Just as October brings us pumpkin spice lattes, December is the month for eggnog.
You can get your nog straight up, or in a latte at Starbucks and other coffee shops, as well as in cakes, cookies, candies and ice cream.
For vegans and others who are avoiding both eggs and milk there are nogs made with almond or coconut milks and egg substitutes.
Eggnog is an ancient beverage that is tied to tradition and the holidays.
Homestead Market in Lambertville, N.J. recently reminded us that eggnog has been around since Colonial times by sharing a recipe published on the website popularmechanics.com for George Washington’s favorite eggnog. Different versions of our first president’s eggnog recipe exist, and all of them call for a lot of alcohol. Washington also reportedly liked to allow his nog to age, letting it sit for several days in a cool place.
Today we are wary of using raw eggs in any food or beverage, although some experts claim that adding alcohol to the raw yolks effectively “cooks” any bacteria. That explains how generations of Americans have been enjoying eggnog without getting sick.
The Popular Mechanics recipe says that high-proof alcohol can “cook” an egg by causing a chemical reaction with the protein, a process that takes hours and begins with mixing the yolks with the bourbon.
If you aren’t convinced, the magazine says you can place the whole eggs in a 135-degree pot of water for two hours. It’s not hot enough to cook the egg, but is hot enough to kill any bacteria. Another option is to use pasteurized egg substitutes such as Egg Beaters, which are sold in cartons in the refrigerator section of the supermarket.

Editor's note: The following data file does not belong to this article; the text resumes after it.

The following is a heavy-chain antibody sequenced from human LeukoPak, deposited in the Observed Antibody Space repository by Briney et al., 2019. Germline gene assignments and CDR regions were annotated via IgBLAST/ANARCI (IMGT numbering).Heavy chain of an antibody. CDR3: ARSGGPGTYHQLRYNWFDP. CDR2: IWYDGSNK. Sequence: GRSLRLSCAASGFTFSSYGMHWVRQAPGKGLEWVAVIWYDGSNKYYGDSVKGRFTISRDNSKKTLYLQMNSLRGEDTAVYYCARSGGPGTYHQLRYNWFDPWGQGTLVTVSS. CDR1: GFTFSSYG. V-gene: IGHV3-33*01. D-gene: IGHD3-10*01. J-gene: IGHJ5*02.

You also can make eggnog without alcohol, but will have to use the heated eggs suggested or egg substitutes to avoid possible contamination. Or you can buy eggnog at the supermarket or at Penn View Farm outside Dublin, where the farmers sell their version during the winter holidays.
Here is the recipe from popularmechanics.com:
George Washington’s Eggnog
7 eggs, separated
7 jiggers (1 and 1/3 cups) bourbon
2 cups milk
7 tablespoons (heaping) sugar
1 pint heavy cream
Nutmeg, grated, to float on top of each cup
Step 1. Using a standing or handheld mixer with a whisk attachment, beat the egg yolks till they are a lemon color.
Step 2. Gradually add bourbon to egg yolks, beating vigorously until the mixture is thick enough to coat the back of a spoon. At a lower speed, whisk milk into the mixture until it resembles loose custard.
Step 3. In a separate bowl, beat egg whites till stiff. Add sugar. Continue beating. Add to yolk mixture. In another bowl, beat cream till stiff. Add to mixture, folding in gradually. Store in refrigerator until serving time and sprinkle nutmeg on each cup.
Makes about 8 servings.